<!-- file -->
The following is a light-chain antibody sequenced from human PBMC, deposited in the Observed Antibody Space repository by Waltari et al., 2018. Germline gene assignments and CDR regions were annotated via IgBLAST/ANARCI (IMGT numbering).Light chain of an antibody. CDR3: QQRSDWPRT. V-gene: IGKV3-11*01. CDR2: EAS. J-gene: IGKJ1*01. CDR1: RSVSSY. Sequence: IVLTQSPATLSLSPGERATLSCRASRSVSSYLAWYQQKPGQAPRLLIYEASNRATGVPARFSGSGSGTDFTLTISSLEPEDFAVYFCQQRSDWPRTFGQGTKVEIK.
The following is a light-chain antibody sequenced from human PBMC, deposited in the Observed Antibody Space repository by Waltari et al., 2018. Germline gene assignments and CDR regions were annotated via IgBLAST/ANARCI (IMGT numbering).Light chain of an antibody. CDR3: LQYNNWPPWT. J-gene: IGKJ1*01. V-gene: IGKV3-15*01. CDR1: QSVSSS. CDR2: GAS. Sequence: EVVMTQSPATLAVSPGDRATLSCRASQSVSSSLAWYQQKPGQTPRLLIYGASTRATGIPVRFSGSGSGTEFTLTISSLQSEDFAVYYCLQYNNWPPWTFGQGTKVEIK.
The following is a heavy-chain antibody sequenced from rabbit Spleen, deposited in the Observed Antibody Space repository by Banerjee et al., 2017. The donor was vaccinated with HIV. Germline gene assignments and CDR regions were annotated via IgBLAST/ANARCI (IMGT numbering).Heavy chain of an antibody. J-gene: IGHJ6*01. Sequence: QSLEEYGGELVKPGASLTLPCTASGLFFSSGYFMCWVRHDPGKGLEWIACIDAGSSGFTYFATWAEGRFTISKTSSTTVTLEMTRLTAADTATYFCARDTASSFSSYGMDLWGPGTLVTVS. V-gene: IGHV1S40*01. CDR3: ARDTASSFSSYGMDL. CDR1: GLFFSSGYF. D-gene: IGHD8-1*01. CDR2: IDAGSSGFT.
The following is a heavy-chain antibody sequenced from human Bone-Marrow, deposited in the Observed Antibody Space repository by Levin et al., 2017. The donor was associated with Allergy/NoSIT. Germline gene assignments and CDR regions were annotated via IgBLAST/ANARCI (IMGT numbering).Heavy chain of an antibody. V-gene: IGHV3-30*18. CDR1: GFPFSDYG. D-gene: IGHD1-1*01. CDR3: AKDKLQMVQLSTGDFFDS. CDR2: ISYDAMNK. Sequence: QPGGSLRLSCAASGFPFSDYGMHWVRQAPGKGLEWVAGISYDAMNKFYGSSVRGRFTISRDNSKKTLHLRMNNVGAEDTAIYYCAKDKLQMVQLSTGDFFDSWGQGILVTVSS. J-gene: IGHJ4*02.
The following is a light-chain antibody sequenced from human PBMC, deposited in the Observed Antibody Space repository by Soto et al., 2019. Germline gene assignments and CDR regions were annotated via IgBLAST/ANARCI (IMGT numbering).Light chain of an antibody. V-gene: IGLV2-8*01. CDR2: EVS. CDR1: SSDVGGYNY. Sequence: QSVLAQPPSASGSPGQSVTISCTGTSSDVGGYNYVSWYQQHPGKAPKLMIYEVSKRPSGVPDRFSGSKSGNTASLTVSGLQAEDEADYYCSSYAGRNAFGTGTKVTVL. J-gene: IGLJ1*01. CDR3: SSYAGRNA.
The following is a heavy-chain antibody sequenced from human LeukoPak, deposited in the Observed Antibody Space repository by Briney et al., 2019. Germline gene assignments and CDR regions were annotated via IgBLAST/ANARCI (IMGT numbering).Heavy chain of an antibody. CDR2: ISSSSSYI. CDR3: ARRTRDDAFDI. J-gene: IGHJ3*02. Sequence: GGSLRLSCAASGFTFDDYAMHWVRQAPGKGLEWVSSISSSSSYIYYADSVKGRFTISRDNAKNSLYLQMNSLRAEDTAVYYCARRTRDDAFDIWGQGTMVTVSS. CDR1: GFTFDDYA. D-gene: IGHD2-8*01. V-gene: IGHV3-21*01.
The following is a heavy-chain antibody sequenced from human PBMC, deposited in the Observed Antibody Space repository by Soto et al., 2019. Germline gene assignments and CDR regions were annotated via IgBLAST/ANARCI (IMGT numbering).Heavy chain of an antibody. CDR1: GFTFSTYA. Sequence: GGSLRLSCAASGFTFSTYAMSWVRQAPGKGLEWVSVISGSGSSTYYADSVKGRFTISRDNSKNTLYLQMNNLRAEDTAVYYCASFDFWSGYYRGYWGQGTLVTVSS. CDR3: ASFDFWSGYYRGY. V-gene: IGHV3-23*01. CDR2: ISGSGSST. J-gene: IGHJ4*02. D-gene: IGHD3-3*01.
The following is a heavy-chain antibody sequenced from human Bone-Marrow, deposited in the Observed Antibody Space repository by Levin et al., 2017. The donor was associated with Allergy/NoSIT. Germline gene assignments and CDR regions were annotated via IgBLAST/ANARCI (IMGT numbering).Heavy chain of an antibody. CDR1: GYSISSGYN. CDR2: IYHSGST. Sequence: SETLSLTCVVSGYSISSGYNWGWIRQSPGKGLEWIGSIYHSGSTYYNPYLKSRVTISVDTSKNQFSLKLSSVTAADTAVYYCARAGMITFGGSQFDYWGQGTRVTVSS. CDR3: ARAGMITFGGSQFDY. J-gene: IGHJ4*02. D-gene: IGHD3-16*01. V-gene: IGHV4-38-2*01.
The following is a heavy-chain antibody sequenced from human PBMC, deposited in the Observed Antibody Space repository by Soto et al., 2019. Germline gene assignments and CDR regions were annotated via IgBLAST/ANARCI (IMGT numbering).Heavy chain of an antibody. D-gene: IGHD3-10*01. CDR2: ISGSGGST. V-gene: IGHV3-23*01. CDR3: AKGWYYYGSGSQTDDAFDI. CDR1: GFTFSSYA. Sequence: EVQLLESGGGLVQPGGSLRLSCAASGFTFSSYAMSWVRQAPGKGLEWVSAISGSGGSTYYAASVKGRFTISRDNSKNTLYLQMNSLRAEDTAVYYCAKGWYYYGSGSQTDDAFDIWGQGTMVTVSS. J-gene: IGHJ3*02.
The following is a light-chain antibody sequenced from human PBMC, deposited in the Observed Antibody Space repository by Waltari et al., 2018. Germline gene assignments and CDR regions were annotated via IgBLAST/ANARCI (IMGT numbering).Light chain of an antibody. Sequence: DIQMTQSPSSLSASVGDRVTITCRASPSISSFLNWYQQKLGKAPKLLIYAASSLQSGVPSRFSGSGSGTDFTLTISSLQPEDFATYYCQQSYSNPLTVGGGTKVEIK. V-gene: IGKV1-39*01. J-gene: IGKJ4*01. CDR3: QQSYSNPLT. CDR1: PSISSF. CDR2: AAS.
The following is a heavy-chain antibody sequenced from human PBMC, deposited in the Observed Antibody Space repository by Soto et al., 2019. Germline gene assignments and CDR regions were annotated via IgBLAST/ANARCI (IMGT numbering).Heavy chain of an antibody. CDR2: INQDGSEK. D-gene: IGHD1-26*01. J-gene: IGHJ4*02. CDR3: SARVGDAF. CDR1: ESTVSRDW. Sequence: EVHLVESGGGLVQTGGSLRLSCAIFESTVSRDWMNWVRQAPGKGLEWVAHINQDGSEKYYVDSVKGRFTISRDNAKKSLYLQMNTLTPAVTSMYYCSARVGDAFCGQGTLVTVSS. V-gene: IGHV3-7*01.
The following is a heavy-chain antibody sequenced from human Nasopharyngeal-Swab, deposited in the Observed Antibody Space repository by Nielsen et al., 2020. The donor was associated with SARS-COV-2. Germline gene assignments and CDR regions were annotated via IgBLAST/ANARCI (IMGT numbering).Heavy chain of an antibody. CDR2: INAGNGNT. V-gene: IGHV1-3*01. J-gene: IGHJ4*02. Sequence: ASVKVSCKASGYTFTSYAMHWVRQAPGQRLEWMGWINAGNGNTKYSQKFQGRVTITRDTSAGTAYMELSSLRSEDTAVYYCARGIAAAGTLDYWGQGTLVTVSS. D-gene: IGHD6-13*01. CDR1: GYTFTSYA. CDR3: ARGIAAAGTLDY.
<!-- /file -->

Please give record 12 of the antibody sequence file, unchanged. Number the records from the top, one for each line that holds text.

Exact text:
The following is a heavy-chain antibody sequenced from human Nasopharyngeal-Swab, deposited in the Observed Antibody Space repository by Nielsen et al., 2020. The donor was associated with SARS-COV-2. Germline gene assignments and CDR regions were annotated via IgBLAST/ANARCI (IMGT numbering).Heavy chain of an antibody. CDR2: INAGNGNT. V-gene: IGHV1-3*01. J-gene: IGHJ4*02. Sequence: ASVKVSCKASGYTFTSYAMHWVRQAPGQRLEWMGWINAGNGNTKYSQKFQGRVTITRDTSAGTAYMELSSLRSEDTAVYYCARGIAAAGTLDYWGQGTLVTVSS. D-gene: IGHD6-13*01. CDR1: GYTFTSYA. CDR3: ARGIAAAGTLDY.